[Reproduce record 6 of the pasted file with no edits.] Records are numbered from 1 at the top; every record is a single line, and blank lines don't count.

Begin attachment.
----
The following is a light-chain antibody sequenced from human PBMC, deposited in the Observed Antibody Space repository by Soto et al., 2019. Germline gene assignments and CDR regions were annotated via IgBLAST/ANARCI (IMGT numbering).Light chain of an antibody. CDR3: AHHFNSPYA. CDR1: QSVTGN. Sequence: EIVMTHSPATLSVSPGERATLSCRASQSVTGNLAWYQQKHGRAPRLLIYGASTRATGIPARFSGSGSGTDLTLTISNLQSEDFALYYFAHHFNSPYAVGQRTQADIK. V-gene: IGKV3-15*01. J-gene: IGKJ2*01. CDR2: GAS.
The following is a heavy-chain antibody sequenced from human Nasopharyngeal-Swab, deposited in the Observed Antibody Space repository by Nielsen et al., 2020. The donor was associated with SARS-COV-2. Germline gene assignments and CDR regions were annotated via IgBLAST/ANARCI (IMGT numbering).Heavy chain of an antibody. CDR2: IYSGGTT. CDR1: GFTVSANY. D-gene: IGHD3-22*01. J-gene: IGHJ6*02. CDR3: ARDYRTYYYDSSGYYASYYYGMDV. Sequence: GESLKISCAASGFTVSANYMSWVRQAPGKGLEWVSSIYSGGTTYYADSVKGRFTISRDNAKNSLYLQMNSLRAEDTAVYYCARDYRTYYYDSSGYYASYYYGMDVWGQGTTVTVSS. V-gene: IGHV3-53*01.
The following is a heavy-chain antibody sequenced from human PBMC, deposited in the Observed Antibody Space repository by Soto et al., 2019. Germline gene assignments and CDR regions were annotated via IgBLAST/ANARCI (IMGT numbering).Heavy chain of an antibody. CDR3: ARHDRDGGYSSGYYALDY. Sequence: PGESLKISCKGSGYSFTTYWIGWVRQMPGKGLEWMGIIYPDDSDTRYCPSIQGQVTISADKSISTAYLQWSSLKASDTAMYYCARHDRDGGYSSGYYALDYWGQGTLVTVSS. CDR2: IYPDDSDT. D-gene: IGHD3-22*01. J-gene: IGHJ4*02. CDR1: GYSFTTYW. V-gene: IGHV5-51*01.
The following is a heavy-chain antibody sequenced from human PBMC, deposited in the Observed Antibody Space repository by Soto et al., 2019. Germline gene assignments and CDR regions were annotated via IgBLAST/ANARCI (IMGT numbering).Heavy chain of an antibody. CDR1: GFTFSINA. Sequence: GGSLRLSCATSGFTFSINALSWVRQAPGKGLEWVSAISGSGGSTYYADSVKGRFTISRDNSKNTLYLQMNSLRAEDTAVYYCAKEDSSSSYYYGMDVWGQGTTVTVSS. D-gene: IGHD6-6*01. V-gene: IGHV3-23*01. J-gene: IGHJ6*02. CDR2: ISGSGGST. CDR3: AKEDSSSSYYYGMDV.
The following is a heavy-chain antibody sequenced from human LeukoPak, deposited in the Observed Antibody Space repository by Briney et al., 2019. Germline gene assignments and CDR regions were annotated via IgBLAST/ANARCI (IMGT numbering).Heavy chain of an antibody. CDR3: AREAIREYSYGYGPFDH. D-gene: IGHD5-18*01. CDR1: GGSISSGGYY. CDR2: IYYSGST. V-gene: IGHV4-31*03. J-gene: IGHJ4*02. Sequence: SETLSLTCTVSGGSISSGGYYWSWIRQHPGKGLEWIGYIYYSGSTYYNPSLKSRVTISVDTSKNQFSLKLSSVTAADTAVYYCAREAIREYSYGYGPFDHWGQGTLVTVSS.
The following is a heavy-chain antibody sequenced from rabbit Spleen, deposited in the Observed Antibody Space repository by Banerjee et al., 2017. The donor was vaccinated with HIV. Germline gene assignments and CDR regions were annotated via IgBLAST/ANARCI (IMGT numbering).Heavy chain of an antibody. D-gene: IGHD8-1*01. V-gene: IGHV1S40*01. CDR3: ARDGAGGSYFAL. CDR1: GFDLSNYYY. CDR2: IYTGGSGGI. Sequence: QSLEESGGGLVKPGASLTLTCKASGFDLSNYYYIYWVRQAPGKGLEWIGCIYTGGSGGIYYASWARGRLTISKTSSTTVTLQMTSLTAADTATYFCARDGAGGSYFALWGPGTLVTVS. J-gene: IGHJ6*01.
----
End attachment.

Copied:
The following is a heavy-chain antibody sequenced from rabbit Spleen, deposited in the Observed Antibody Space repository by Banerjee et al., 2017. The donor was vaccinated with HIV. Germline gene assignments and CDR regions were annotated via IgBLAST/ANARCI (IMGT numbering).Heavy chain of an antibody. D-gene: IGHD8-1*01. V-gene: IGHV1S40*01. CDR3: ARDGAGGSYFAL. CDR1: GFDLSNYYY. CDR2: IYTGGSGGI. Sequence: QSLEESGGGLVKPGASLTLTCKASGFDLSNYYYIYWVRQAPGKGLEWIGCIYTGGSGGIYYASWARGRLTISKTSSTTVTLQMTSLTAADTATYFCARDGAGGSYFALWGPGTLVTVS. J-gene: IGHJ6*01.